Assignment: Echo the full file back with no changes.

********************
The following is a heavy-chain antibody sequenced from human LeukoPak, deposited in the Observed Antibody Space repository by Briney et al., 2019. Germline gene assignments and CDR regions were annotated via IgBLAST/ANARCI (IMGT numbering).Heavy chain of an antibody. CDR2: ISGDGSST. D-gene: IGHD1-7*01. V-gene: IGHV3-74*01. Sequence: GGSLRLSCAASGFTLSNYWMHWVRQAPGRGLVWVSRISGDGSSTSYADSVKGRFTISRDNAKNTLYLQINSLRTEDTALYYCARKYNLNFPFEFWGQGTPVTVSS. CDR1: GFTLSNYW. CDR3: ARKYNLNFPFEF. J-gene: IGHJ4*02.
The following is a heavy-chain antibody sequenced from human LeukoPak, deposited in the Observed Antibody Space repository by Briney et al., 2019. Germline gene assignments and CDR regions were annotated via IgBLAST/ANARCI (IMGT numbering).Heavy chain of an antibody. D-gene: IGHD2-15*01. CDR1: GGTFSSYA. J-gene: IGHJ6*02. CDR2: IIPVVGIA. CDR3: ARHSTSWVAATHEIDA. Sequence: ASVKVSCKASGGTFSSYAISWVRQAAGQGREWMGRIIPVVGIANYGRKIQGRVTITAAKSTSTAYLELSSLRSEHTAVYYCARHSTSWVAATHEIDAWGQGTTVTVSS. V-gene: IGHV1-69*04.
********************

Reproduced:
The following is a heavy-chain antibody sequenced from human LeukoPak, deposited in the Observed Antibody Space repository by Briney et al., 2019. Germline gene assignments and CDR regions were annotated via IgBLAST/ANARCI (IMGT numbering).Heavy chain of an antibody. CDR2: ISGDGSST. D-gene: IGHD1-7*01. V-gene: IGHV3-74*01. Sequence: GGSLRLSCAASGFTLSNYWMHWVRQAPGRGLVWVSRISGDGSSTSYADSVKGRFTISRDNAKNTLYLQINSLRTEDTALYYCARKYNLNFPFEFWGQGTPVTVSS. CDR1: GFTLSNYW. CDR3: ARKYNLNFPFEF. J-gene: IGHJ4*02.
The following is a heavy-chain antibody sequenced from human LeukoPak, deposited in the Observed Antibody Space repository by Briney et al., 2019. Germline gene assignments and CDR regions were annotated via IgBLAST/ANARCI (IMGT numbering).Heavy chain of an antibody. D-gene: IGHD2-15*01. CDR1: GGTFSSYA. J-gene: IGHJ6*02. CDR2: IIPVVGIA. CDR3: ARHSTSWVAATHEIDA. Sequence: ASVKVSCKASGGTFSSYAISWVRQAAGQGREWMGRIIPVVGIANYGRKIQGRVTITAAKSTSTAYLELSSLRSEHTAVYYCARHSTSWVAATHEIDAWGQGTTVTVSS. V-gene: IGHV1-69*04.